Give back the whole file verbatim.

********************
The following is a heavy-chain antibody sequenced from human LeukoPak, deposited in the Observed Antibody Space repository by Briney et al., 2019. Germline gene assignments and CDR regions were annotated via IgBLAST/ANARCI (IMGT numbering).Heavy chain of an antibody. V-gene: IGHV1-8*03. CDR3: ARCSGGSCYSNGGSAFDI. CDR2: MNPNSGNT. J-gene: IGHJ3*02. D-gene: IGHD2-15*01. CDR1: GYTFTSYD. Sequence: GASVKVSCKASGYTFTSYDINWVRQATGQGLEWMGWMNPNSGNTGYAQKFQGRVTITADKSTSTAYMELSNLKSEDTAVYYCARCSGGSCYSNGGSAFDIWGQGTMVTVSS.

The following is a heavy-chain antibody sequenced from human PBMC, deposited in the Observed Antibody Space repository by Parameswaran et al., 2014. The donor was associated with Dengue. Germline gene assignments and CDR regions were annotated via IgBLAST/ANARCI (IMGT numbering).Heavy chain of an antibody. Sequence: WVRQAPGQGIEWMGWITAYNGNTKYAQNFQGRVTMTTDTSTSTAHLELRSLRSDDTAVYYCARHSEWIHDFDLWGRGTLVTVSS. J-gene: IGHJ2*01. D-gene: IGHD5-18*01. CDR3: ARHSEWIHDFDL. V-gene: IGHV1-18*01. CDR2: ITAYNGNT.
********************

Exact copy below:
The following is a heavy-chain antibody sequenced from human LeukoPak, deposited in the Observed Antibody Space repository by Briney et al., 2019. Germline gene assignments and CDR regions were annotated via IgBLAST/ANARCI (IMGT numbering).Heavy chain of an antibody. V-gene: IGHV1-8*03. CDR3: ARCSGGSCYSNGGSAFDI. CDR2: MNPNSGNT. J-gene: IGHJ3*02. D-gene: IGHD2-15*01. CDR1: GYTFTSYD. Sequence: GASVKVSCKASGYTFTSYDINWVRQATGQGLEWMGWMNPNSGNTGYAQKFQGRVTITADKSTSTAYMELSNLKSEDTAVYYCARCSGGSCYSNGGSAFDIWGQGTMVTVSS.

The following is a heavy-chain antibody sequenced from human PBMC, deposited in the Observed Antibody Space repository by Parameswaran et al., 2014. The donor was associated with Dengue. Germline gene assignments and CDR regions were annotated via IgBLAST/ANARCI (IMGT numbering).Heavy chain of an antibody. Sequence: WVRQAPGQGIEWMGWITAYNGNTKYAQNFQGRVTMTTDTSTSTAHLELRSLRSDDTAVYYCARHSEWIHDFDLWGRGTLVTVSS. J-gene: IGHJ2*01. D-gene: IGHD5-18*01. CDR3: ARHSEWIHDFDL. V-gene: IGHV1-18*01. CDR2: ITAYNGNT.